Another in a 2014 guest column series which builds on the one in 2009 where 50+ had written about how science /tech has evolved their hobby/interest.
This time it is Bill Hewitt, someone I have known for over 15 years as an accomplished software executive. His baking skills are even more impressive as he describes below.
I grew up in a home where fresh food was always being prepared. My mother was, and still is, and excellent cook, so I was always comfortable in the kitchen. After one of my companies was sold, I even went to cooking class in New York City to learn the basics of knife skills, sauces, cooking techniques, even how to make the perfect omelet! But one thing that has always frightened me was baking. Bread to be exact. Big, crusty breads that require pre-ferments and solid technique in kneading, forming and baking.
So I was delighted when my wife gave me a baking course as a Christmas gift; I deferred it once because I was “too busy” but she made me go. I finally did spend last week at the King Arthur Flour Baking Education Center. The center, located in picturesque Norwich, VT, is a state of the art facility to train professional bakers. I have to say I was initially intimidated but I was there as a “tourist” baker, learning how to make artisan breads, like baguette, sourdough and croissant at home.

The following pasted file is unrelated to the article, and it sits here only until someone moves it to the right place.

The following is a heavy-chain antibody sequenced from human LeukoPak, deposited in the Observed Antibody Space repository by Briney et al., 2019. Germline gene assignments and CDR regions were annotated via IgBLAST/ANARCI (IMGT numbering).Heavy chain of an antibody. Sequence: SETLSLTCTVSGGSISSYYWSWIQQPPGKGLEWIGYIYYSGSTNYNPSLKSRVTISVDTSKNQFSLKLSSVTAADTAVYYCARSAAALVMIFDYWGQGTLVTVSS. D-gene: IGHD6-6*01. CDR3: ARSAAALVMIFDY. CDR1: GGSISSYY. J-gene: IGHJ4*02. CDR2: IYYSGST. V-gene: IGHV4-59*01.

Much of our time was learning the chemistry behind baking and the proper techniques to make high quality artisan bread. As we were all amateurs, our technique of preparing the dough varied, which had the most effect on finished product.
The technology for baking bread has not changed much, but has gotten more precise; scales have replaced measuring spoons, proofing ovens that can duplicate any condition now exist, and ovens that blast freshly inserted bread with a blast of steam are now commonplace. There are also excellent web sources like The Fresh Loaf and mobile apps like the Dough Pro to keep us from going too wrong.
The equipment these days is amazing. For the most part it has removed the areas of the process that are most prone to outside forces, like weather, humidity, the “heavy hand” and oven temperatures.
What tech cannot replace however is the skill of the baker. We compared “mass produced” breads like those baked at semi-fast food restaurants. They tend to be lighter in color, have a finer crumb and less crust, mostly because they are machine made. The process, and product are consistent, but not high quality.
What makes the difference is the bakers feel for the dough; how much hydration and rise it needs, how it is shaped and how long it gets to develop. Like any good business process, the “winners” are often those who understand that a process requires finesse, not just automation, to be the best.
What I do know is that my teenage sons now believe I am a demi-god of sorts for learning the magic of making flaky, buttery croissants. I wish I would get the same response when I implement software applications!